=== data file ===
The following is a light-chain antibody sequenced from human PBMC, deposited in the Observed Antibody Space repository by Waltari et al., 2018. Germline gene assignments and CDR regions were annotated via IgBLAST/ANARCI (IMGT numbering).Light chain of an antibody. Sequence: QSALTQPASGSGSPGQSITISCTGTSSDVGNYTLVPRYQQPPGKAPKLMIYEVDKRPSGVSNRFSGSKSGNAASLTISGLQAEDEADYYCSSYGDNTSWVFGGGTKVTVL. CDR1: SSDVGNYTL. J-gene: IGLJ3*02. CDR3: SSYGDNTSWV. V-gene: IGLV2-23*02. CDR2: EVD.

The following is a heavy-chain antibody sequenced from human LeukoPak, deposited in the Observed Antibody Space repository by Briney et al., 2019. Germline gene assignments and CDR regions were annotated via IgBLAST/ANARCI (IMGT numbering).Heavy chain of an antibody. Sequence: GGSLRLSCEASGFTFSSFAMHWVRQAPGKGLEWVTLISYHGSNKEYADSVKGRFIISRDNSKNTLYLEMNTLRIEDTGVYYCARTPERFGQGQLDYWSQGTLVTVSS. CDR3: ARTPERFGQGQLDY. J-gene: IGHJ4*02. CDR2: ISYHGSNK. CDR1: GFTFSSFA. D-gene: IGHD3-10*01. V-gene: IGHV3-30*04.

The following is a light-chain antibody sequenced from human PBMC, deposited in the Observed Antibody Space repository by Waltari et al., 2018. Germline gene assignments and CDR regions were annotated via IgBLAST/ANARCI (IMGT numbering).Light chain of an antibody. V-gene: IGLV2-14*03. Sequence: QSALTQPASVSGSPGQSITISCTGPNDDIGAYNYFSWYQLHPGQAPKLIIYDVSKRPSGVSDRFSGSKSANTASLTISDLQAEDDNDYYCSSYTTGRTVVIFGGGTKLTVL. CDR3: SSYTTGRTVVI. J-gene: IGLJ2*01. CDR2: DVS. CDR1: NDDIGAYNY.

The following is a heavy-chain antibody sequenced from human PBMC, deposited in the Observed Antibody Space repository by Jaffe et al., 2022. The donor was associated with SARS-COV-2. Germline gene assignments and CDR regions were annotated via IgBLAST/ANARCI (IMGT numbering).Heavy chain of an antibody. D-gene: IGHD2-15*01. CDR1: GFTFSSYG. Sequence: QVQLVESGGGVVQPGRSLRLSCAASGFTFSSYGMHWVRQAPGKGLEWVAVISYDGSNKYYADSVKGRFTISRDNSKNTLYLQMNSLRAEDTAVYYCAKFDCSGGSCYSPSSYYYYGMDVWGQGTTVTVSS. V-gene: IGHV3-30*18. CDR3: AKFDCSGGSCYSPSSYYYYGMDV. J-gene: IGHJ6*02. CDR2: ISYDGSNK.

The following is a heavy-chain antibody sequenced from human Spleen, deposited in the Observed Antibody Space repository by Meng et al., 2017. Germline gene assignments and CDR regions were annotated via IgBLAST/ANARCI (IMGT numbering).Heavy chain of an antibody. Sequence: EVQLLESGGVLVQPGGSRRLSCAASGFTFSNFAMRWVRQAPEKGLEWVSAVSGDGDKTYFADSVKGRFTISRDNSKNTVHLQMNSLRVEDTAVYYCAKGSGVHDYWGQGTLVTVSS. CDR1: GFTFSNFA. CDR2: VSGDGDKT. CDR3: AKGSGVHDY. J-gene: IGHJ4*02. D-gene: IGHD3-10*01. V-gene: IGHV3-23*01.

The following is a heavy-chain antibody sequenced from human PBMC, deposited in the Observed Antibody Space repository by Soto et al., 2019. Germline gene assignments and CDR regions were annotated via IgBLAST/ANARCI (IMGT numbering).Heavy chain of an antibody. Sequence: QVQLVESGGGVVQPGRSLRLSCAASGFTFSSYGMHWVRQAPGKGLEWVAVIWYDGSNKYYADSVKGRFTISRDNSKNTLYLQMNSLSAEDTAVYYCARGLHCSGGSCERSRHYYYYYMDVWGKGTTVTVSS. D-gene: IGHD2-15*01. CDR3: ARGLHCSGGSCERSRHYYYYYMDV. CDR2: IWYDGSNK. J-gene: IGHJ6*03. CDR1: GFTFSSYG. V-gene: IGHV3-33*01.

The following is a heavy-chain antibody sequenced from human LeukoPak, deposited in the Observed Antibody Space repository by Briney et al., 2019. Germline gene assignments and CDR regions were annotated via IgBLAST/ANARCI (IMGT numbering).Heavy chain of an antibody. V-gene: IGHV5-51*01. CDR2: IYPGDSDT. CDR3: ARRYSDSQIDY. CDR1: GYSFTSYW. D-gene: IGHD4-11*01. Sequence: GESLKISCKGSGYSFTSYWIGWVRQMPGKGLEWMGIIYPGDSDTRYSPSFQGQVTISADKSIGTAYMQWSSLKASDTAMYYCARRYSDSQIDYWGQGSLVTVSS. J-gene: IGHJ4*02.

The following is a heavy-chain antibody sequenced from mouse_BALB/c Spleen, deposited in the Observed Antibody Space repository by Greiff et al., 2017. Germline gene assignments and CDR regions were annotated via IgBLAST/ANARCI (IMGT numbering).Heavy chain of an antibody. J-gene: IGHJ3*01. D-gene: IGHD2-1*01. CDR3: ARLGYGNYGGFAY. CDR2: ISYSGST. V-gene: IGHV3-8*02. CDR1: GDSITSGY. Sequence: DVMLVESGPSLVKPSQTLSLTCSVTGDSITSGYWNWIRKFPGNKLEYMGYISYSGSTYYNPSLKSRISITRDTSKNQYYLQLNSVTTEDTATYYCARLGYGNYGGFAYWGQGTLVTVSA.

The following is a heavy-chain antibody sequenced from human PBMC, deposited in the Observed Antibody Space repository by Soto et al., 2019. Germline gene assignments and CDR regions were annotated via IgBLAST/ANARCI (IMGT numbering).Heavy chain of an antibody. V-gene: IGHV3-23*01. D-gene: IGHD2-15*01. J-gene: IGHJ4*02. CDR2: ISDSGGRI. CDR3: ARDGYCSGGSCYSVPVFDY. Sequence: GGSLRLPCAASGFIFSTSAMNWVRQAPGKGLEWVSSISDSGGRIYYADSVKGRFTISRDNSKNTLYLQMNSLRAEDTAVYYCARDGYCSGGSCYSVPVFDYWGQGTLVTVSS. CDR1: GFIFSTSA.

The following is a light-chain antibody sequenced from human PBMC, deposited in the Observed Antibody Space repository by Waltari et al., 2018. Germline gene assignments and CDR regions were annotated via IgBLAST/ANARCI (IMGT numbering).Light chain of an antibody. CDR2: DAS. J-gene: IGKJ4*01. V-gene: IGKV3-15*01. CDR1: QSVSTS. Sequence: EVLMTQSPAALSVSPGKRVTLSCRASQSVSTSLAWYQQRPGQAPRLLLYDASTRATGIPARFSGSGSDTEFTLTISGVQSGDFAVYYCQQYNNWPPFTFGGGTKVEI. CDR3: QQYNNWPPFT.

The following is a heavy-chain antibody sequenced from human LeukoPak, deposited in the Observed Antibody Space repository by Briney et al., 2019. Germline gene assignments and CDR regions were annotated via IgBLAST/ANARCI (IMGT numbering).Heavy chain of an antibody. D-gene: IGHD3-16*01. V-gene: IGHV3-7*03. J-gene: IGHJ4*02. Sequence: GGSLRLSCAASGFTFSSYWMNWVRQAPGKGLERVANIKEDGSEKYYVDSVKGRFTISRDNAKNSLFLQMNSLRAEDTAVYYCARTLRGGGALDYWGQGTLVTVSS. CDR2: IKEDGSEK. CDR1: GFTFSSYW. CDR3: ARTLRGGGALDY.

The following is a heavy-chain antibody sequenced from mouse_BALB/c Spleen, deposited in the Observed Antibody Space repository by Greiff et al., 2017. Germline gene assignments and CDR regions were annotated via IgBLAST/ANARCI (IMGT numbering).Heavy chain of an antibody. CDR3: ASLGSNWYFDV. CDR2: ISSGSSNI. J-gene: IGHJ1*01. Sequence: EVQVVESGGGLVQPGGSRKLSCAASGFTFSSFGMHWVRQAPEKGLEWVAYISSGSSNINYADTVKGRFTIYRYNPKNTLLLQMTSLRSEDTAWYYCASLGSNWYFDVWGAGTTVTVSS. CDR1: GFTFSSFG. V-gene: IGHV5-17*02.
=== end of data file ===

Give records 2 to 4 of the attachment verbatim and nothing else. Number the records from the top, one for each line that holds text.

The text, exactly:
The following is a heavy-chain antibody sequenced from human LeukoPak, deposited in the Observed Antibody Space repository by Briney et al., 2019. Germline gene assignments and CDR regions were annotated via IgBLAST/ANARCI (IMGT numbering).Heavy chain of an antibody. Sequence: GGSLRLSCEASGFTFSSFAMHWVRQAPGKGLEWVTLISYHGSNKEYADSVKGRFIISRDNSKNTLYLEMNTLRIEDTGVYYCARTPERFGQGQLDYWSQGTLVTVSS. CDR3: ARTPERFGQGQLDY. J-gene: IGHJ4*02. CDR2: ISYHGSNK. CDR1: GFTFSSFA. D-gene: IGHD3-10*01. V-gene: IGHV3-30*04.

The following is a light-chain antibody sequenced from human PBMC, deposited in the Observed Antibody Space repository by Waltari et al., 2018. Germline gene assignments and CDR regions were annotated via IgBLAST/ANARCI (IMGT numbering).Light chain of an antibody. V-gene: IGLV2-14*03. Sequence: QSALTQPASVSGSPGQSITISCTGPNDDIGAYNYFSWYQLHPGQAPKLIIYDVSKRPSGVSDRFSGSKSANTASLTISDLQAEDDNDYYCSSYTTGRTVVIFGGGTKLTVL. CDR3: SSYTTGRTVVI. J-gene: IGLJ2*01. CDR2: DVS. CDR1: NDDIGAYNY.

The following is a heavy-chain antibody sequenced from human PBMC, deposited in the Observed Antibody Space repository by Jaffe et al., 2022. The donor was associated with SARS-COV-2. Germline gene assignments and CDR regions were annotated via IgBLAST/ANARCI (IMGT numbering).Heavy chain of an antibody. D-gene: IGHD2-15*01. CDR1: GFTFSSYG. Sequence: QVQLVESGGGVVQPGRSLRLSCAASGFTFSSYGMHWVRQAPGKGLEWVAVISYDGSNKYYADSVKGRFTISRDNSKNTLYLQMNSLRAEDTAVYYCAKFDCSGGSCYSPSSYYYYGMDVWGQGTTVTVSS. V-gene: IGHV3-30*18. CDR3: AKFDCSGGSCYSPSSYYYYGMDV. J-gene: IGHJ6*02. CDR2: ISYDGSNK.